Life, Liberty and the Pursuit of Wi-Fi

It’s 2013. If you have a place where people gather, you should offer free Wi-Fi.

The Wi-Fi should have a strong signal that can handle numerous users. At sports arenas and convention centers, the W-Fi should be able to accommodate thousands of users. It should not have a lengthy “terms of service” contract to which users must agree (as if we have taken the time to read it).

With some wireless providers charging for data use above a certain amount, free, easily accessible Wi-Fi is a vital resource for many subscribers. With small merchants using Square to process payments at their convention vendor booths, access to Wi-Fi equals access to dollars. With online social networking continuing to grow, good Wi-Fi facilitates check-ins and photo sharing that can promote your business and/or event.

For organizations concerned that free Wi-Fi will encourage people to linger for hours over their connected laptops, tablets and smartphones, let me remind you that lingering is not a new thing. I hung out for hours over coffee at the Dobbs House and the Supe Store in Tuscaloosa (AL) during my college days, which preceded the internet/mobile era by decades.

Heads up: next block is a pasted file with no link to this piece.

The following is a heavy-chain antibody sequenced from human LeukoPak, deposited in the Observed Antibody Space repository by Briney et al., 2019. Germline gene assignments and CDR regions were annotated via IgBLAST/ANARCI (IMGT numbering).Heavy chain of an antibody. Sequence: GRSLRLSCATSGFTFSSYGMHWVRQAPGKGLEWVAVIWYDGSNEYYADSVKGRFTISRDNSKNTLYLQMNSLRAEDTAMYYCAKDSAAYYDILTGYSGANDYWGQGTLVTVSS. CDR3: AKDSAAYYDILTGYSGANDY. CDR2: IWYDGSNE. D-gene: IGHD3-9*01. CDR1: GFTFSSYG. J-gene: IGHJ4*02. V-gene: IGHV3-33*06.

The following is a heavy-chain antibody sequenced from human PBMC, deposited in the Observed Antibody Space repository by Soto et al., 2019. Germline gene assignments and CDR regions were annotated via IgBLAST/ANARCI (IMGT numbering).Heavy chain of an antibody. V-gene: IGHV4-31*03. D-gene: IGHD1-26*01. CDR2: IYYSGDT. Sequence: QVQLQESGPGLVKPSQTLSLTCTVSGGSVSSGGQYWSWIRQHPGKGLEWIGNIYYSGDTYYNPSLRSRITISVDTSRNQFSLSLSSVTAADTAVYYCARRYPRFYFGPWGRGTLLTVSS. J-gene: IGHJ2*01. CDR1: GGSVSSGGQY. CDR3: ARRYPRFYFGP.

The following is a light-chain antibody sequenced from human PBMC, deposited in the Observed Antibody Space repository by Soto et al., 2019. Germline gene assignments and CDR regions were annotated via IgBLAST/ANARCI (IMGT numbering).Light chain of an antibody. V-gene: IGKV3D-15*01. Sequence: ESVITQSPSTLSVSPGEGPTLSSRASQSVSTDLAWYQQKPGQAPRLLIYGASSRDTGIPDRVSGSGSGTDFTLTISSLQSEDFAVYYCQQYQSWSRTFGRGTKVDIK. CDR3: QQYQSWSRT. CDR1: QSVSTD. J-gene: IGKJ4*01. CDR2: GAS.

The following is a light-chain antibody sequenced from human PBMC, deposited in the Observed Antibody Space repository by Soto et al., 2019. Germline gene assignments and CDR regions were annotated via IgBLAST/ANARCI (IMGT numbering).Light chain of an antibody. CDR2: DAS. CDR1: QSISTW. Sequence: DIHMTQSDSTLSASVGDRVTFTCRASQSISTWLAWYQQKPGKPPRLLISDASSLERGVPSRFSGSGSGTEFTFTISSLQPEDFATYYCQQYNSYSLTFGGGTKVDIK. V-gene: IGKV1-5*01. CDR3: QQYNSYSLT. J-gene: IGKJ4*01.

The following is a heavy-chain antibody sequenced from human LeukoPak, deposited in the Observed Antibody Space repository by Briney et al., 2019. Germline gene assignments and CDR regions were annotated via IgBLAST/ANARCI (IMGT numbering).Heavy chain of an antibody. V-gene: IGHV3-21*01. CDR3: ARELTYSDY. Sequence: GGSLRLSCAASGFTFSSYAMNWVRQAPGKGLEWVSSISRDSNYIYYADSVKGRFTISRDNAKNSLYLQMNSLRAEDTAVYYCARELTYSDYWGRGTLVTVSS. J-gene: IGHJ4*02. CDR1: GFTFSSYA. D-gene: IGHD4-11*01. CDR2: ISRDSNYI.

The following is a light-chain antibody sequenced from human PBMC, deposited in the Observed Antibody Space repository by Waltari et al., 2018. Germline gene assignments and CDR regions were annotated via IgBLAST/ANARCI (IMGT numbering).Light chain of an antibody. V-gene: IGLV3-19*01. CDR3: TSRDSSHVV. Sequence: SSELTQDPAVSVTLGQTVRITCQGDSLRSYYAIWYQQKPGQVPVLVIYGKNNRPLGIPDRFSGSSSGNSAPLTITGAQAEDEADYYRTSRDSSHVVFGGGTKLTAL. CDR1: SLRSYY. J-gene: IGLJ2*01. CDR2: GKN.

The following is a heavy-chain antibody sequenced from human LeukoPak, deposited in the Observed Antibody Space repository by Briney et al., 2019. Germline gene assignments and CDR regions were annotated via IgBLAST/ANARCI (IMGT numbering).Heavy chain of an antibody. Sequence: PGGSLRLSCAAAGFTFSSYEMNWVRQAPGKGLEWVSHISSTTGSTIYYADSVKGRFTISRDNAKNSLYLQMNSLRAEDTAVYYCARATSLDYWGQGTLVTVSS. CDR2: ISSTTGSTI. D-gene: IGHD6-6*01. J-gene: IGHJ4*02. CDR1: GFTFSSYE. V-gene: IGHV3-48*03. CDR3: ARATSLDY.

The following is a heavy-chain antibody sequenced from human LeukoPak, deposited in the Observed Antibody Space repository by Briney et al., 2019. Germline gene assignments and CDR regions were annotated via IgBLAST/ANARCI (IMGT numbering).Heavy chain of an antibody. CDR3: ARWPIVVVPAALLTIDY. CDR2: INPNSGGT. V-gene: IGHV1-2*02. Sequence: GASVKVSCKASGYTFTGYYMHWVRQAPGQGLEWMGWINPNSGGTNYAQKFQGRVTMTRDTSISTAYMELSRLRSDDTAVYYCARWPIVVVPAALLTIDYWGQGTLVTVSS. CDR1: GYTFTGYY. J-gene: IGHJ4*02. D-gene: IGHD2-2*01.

For merchants concerned about “showrooming,” where shoppers compare the Amazon (or other online seller) price with the store price, let me remind you that comparison-shopping is not a new thing. As one who has walked from one end of a mall to the other to compare the Penney’s versus Sears prices on a kitchen appliance, I can assure you that price-conscious shoppers will shop around with or without your free Wi-Fi.

I recall hearing a radio spot several years ago for a funeral home that offered free Wi-Fi. I wondered at the time why Wi-Fi was a selling point for a funeral home. That was before I got my first smartphone. Now I know why.

People want to stay connected. They want to monitor and post to social networks. They want to settle arguments about football players or movie stars by looking up info online. They want to open email attachments while shopping. They want to watch Youtube videos between convention sessions.

Don’t be the place that turns people off by having spotty or non-existent Wi-Fi. Remember that connectivity is, as Martha Stewart might say, a good thing!




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